    The tail in bar 8 prepares for the next motif using a chromatic passing note (A) to connect
         the Ab and Bb.
        Davis establishes two modulations in these first 8 bars. In the first modulation (bar 3) to Db
         Major, Davis uses the tonic interchangeably into its minor to enter the modulation (changing
         EbMaj7 to Ebm7).
        The V chord (Ab7) of the modulation is the partial diatonic IV7 chord of Eb Major and allows
         Davis to re-enter the main key at bar 5.
        The three-note riff in bar 1 outlines the EbMaj7 chord using its 5th and 7th notes (Bb and D).
        When the melody transposes up a fourth in bar 5, it seems to again outline the EbMaj7
         chord using its root and 3rd (Eb and G). However, Davis uses the active II chord (Fm7) under
         the melody, giving an added sense of momentum to the song.

Ebmaj7 is seen in the score as Gmin7

             Bar 9-12 are repeated in bars 13-16, with small changes in the melody.
             The chord progression II-V-I in Eb major are utilised in these bars.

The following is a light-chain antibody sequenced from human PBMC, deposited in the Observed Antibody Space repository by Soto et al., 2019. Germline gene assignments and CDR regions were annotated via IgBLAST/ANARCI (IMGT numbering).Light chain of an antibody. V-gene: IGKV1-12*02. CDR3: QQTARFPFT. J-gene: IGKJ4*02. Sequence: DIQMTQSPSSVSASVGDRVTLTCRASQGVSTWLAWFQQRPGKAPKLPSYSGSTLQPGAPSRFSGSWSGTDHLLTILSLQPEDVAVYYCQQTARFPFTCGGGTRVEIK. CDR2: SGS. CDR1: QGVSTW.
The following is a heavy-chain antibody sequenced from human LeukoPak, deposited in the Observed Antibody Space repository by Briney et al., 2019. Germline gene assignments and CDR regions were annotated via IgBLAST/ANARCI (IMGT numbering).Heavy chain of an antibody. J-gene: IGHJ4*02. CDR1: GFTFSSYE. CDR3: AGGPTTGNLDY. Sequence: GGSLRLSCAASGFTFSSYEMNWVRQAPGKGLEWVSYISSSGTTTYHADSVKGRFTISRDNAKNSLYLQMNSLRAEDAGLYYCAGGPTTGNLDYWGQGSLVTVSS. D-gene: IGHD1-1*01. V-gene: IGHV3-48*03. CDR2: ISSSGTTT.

    There is Chromatic modulation in bars 10 and 14 – this is to chords II-V if E major. These
              are chromatically lifted from the key of Eb to E. The key then falls back down to Eb at
              bars 11 and 15.
             The melody in bars 9 and 13, outline the Eb maj7 chord it is played over.
             The B natural (found as last note of bars 9 and 13), anticipates the chromatic modulation
              to E major.
             In bar 10, Davis stresses a D# and in bar 13, a B natural. These are the chord tones 3rd
              and root of B7

                        Davis is emphasising the V chord over the II chord.

             Bar 11 emphasises the chord tones of Fm7 (C and Ab) and anticipates the Bb7 chord
              with its 13th (G). This is called using an “upper partial” on a chord change.
             The rhythm at the end of bar 12 mirrors the riff used in bar 1.